This lovey security blanket is continued from here.
Please read the first part before you proceed.
4. Use the sheep head template to cut out two heads from the
black felt. Also cut eight legs. Make the baby sheep head and legs a little smaller than
the mommy/daddy head and legs.
Cut out some decorative hearts to place around the two sheep.
5. Now take a few minutes to artfully arrange the sheep and hearts on the silky material. Make a quick sketch on paper, if needed, to remember where you placed each item for your design. Be sure to place the decorative hearts far enough away from the edge to allow room for your binding.
6. From the iron-on adhesive, cut matching pieces for your decorations, except the white sheep bodies. (I didn't use the adhesive for them.) Follow the manufacturer’s directions to adhere your decorative elements to the silky heart.
7. Hand-sew each item in place with the blanket stitch, using thread or embroidery floss.
If you have mad sewing machine skills, you may prefer to machine-applique your design pieces. Check out this machine-applique baby blanket with my granddaughter’s initials.
Use the newspaper pattern to cut out a heart from your fluffy fabric. It should be the same size as the front silky heart.
I used Spray 'n Bond to affix the front heart to the back one (wrong sides together), so the fabrics wouldn't slip when I sewed them on the machine.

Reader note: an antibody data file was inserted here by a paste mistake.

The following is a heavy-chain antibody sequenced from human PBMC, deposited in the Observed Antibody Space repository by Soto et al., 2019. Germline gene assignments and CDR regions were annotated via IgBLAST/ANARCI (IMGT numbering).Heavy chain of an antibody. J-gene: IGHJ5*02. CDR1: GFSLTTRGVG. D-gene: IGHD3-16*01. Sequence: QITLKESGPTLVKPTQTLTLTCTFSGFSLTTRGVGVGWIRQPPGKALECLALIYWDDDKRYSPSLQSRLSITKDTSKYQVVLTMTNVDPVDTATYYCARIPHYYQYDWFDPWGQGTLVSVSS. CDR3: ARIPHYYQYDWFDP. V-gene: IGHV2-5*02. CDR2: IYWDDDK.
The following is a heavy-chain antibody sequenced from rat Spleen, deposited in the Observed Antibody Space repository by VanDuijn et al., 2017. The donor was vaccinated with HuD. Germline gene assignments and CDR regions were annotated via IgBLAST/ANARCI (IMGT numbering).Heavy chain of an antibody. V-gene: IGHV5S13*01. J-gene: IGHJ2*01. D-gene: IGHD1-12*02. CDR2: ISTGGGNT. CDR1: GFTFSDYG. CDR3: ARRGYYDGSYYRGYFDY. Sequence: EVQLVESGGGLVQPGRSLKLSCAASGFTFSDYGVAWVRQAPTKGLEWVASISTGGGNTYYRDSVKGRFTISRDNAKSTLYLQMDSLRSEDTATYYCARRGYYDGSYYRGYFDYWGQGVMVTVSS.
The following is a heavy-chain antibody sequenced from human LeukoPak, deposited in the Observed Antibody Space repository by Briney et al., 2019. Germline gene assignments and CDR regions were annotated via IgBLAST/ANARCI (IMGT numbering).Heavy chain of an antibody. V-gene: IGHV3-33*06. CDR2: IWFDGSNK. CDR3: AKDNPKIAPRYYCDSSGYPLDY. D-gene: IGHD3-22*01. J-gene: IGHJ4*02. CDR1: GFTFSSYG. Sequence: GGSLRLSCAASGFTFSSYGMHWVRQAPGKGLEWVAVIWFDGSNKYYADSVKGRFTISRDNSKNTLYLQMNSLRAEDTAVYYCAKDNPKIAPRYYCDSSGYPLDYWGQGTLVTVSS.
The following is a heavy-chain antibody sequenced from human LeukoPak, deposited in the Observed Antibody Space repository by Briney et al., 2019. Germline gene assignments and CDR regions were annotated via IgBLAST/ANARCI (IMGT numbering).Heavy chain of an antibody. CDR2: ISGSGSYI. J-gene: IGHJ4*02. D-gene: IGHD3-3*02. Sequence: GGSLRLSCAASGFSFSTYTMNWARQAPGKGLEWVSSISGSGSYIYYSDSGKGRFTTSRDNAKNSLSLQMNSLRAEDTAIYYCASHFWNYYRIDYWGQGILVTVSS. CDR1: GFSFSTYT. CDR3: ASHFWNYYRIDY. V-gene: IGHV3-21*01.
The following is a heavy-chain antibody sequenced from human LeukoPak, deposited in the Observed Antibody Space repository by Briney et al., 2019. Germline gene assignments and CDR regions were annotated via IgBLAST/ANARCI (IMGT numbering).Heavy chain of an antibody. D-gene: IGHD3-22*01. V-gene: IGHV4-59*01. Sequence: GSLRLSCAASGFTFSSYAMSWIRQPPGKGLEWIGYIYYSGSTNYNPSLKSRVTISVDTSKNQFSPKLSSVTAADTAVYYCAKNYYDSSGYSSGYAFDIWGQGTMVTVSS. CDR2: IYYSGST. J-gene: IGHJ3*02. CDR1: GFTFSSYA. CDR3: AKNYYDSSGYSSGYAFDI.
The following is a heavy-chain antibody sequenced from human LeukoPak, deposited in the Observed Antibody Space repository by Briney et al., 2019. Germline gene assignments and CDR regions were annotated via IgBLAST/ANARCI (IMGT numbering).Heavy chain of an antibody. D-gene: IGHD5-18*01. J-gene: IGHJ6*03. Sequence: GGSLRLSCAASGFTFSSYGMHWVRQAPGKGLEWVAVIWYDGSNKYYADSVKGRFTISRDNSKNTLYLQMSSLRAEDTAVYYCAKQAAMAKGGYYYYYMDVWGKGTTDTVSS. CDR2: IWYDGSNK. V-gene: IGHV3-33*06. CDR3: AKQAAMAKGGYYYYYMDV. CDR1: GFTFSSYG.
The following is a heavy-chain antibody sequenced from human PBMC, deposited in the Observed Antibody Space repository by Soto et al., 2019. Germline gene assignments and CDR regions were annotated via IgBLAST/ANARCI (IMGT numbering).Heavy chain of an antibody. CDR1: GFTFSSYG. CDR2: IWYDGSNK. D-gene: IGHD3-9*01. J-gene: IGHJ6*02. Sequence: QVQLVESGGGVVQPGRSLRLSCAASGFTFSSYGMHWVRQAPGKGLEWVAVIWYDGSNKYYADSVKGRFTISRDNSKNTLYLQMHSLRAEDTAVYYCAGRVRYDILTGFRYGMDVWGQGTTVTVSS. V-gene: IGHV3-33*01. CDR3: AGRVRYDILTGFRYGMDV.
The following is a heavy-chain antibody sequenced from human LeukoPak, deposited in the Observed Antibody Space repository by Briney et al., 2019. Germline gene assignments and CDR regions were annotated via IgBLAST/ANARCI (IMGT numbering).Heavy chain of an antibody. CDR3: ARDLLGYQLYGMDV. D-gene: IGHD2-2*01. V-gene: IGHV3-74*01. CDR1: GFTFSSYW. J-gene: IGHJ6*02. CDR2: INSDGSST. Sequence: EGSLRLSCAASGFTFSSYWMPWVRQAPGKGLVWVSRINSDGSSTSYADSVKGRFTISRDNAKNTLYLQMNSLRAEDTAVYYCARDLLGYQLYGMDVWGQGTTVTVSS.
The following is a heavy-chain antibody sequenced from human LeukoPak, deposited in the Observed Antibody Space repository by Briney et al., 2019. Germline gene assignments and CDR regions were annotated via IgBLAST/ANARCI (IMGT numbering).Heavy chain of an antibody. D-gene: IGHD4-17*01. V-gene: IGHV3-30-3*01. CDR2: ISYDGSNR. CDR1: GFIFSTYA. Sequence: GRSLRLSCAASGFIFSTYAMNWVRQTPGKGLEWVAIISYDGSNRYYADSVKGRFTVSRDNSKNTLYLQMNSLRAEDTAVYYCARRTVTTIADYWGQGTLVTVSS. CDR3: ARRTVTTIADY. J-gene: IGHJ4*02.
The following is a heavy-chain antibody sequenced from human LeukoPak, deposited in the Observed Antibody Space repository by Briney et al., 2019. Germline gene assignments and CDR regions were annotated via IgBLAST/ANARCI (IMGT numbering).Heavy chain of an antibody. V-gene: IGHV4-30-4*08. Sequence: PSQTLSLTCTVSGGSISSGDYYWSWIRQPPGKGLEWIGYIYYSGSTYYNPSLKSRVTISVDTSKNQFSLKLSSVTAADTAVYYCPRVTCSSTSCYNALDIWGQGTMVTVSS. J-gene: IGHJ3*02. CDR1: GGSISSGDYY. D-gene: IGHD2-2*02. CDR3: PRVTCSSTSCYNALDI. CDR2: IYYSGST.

On the sewing machine, straight-stitch the front to the back. A half-inch seam allowance should be fine. Then go around again, this time with a 3/8" seam allowance. Use a zigzag stitch to alleviate fraying.
For the final step, sew the blanket binding around to cover the raw edges. Use a machine to sew the bias binding to the heart.
Bias binding is necessary because you can make it lie flat around curves without creasing.
I shopped all over for a 1-inch bias binding in a design to complement my sheep and satin heart, with no luck! So, I found a YouTube videos for how to make my own. National Quilter’s Circle shows how to make bias binding from fabric of my choosing.
Your local quilt shop can be a great source of help, if you’re new to bias binding. Just ask! Betty at the quilter’s guild here answered my questions and even helped me cut and sew a length of binding in the workshop at the back of the store.
All that remains is to introduce the lovey security blanket to your sweet bonbon and train him or her to find sleepytime comfort with it. Then maybe you can get a little more sleep too!